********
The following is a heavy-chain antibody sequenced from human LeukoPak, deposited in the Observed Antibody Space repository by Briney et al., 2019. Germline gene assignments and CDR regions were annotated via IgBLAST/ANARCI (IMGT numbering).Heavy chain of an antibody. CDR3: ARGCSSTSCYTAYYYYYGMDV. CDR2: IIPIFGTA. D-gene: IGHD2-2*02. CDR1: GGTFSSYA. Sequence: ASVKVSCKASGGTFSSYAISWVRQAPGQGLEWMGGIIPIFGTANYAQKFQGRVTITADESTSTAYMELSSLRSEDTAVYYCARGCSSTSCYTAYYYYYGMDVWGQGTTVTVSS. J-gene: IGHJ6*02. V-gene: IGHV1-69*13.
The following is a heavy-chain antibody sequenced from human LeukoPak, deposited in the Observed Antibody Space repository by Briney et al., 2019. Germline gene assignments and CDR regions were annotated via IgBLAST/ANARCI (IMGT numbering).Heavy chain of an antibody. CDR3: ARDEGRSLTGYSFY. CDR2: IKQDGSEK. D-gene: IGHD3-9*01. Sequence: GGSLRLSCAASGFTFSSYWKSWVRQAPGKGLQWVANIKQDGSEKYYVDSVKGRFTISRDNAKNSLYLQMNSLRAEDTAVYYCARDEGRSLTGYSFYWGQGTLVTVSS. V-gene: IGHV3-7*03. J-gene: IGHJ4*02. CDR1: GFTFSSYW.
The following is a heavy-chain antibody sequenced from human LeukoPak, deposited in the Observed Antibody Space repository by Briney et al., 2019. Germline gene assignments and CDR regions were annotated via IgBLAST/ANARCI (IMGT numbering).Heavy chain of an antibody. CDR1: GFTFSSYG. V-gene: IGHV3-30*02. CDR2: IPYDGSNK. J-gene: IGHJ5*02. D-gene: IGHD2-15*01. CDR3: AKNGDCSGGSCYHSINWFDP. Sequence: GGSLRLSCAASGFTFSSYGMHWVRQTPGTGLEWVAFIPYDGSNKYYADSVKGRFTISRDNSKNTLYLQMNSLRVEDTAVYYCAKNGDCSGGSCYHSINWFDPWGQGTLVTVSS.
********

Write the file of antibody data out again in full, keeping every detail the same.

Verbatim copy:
The following is a heavy-chain antibody sequenced from human LeukoPak, deposited in the Observed Antibody Space repository by Briney et al., 2019. Germline gene assignments and CDR regions were annotated via IgBLAST/ANARCI (IMGT numbering).Heavy chain of an antibody. CDR3: ARGCSSTSCYTAYYYYYGMDV. CDR2: IIPIFGTA. D-gene: IGHD2-2*02. CDR1: GGTFSSYA. Sequence: ASVKVSCKASGGTFSSYAISWVRQAPGQGLEWMGGIIPIFGTANYAQKFQGRVTITADESTSTAYMELSSLRSEDTAVYYCARGCSSTSCYTAYYYYYGMDVWGQGTTVTVSS. J-gene: IGHJ6*02. V-gene: IGHV1-69*13.
The following is a heavy-chain antibody sequenced from human LeukoPak, deposited in the Observed Antibody Space repository by Briney et al., 2019. Germline gene assignments and CDR regions were annotated via IgBLAST/ANARCI (IMGT numbering).Heavy chain of an antibody. CDR3: ARDEGRSLTGYSFY. CDR2: IKQDGSEK. D-gene: IGHD3-9*01. Sequence: GGSLRLSCAASGFTFSSYWKSWVRQAPGKGLQWVANIKQDGSEKYYVDSVKGRFTISRDNAKNSLYLQMNSLRAEDTAVYYCARDEGRSLTGYSFYWGQGTLVTVSS. V-gene: IGHV3-7*03. J-gene: IGHJ4*02. CDR1: GFTFSSYW.
The following is a heavy-chain antibody sequenced from human LeukoPak, deposited in the Observed Antibody Space repository by Briney et al., 2019. Germline gene assignments and CDR regions were annotated via IgBLAST/ANARCI (IMGT numbering).Heavy chain of an antibody. CDR1: GFTFSSYG. V-gene: IGHV3-30*02. CDR2: IPYDGSNK. J-gene: IGHJ5*02. D-gene: IGHD2-15*01. CDR3: AKNGDCSGGSCYHSINWFDP. Sequence: GGSLRLSCAASGFTFSSYGMHWVRQTPGTGLEWVAFIPYDGSNKYYADSVKGRFTISRDNSKNTLYLQMNSLRVEDTAVYYCAKNGDCSGGSCYHSINWFDPWGQGTLVTVSS.